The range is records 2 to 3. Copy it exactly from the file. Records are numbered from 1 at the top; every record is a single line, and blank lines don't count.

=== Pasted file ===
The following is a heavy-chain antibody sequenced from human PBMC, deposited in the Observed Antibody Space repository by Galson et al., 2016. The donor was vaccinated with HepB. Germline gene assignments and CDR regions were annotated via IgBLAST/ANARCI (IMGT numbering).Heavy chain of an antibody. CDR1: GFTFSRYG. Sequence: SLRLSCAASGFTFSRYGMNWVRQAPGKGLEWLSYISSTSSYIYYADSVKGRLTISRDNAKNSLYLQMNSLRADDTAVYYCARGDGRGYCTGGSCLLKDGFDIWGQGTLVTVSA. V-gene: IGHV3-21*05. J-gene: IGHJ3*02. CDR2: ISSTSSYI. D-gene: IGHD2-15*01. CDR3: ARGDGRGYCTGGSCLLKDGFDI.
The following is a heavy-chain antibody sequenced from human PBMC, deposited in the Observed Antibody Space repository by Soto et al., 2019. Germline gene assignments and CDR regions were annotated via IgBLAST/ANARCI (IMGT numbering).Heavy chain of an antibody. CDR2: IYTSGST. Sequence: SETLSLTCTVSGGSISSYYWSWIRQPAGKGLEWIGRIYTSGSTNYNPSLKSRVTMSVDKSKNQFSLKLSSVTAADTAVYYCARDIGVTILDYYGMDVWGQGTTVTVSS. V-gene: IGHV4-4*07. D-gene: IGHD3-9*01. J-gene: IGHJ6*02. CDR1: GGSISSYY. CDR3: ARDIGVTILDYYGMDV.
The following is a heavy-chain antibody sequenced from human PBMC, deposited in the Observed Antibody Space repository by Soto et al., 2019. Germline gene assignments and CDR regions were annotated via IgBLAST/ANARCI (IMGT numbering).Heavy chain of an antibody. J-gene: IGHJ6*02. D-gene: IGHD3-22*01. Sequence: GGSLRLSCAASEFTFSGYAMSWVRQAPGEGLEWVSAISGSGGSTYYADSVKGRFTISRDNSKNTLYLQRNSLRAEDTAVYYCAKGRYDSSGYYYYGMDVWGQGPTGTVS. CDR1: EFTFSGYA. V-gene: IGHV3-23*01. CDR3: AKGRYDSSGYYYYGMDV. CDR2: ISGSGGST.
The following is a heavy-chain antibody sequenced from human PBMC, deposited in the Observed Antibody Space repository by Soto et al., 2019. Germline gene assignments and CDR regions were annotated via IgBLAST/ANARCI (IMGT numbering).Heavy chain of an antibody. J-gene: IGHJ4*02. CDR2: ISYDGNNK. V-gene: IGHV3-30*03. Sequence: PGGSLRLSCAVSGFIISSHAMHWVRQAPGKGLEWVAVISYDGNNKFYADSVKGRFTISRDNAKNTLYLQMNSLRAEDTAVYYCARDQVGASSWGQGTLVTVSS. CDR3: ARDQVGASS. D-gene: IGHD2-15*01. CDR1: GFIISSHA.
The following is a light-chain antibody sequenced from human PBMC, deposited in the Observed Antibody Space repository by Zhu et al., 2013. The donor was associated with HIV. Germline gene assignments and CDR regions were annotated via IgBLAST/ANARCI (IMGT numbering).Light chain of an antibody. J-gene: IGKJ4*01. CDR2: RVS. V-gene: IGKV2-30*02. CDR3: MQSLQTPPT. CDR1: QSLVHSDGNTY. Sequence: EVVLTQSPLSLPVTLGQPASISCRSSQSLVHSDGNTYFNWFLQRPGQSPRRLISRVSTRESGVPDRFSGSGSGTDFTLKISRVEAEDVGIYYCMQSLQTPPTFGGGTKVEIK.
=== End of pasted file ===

The following is a heavy-chain antibody sequenced from human PBMC, deposited in the Observed Antibody Space repository by Soto et al., 2019. Germline gene assignments and CDR regions were annotated via IgBLAST/ANARCI (IMGT numbering).Heavy chain of an antibody. CDR2: IYTSGST. Sequence: SETLSLTCTVSGGSISSYYWSWIRQPAGKGLEWIGRIYTSGSTNYNPSLKSRVTMSVDKSKNQFSLKLSSVTAADTAVYYCARDIGVTILDYYGMDVWGQGTTVTVSS. V-gene: IGHV4-4*07. D-gene: IGHD3-9*01. J-gene: IGHJ6*02. CDR1: GGSISSYY. CDR3: ARDIGVTILDYYGMDV.
The following is a heavy-chain antibody sequenced from human PBMC, deposited in the Observed Antibody Space repository by Soto et al., 2019. Germline gene assignments and CDR regions were annotated via IgBLAST/ANARCI (IMGT numbering).Heavy chain of an antibody. J-gene: IGHJ6*02. D-gene: IGHD3-22*01. Sequence: GGSLRLSCAASEFTFSGYAMSWVRQAPGEGLEWVSAISGSGGSTYYADSVKGRFTISRDNSKNTLYLQRNSLRAEDTAVYYCAKGRYDSSGYYYYGMDVWGQGPTGTVS. CDR1: EFTFSGYA. V-gene: IGHV3-23*01. CDR3: AKGRYDSSGYYYYGMDV. CDR2: ISGSGGST.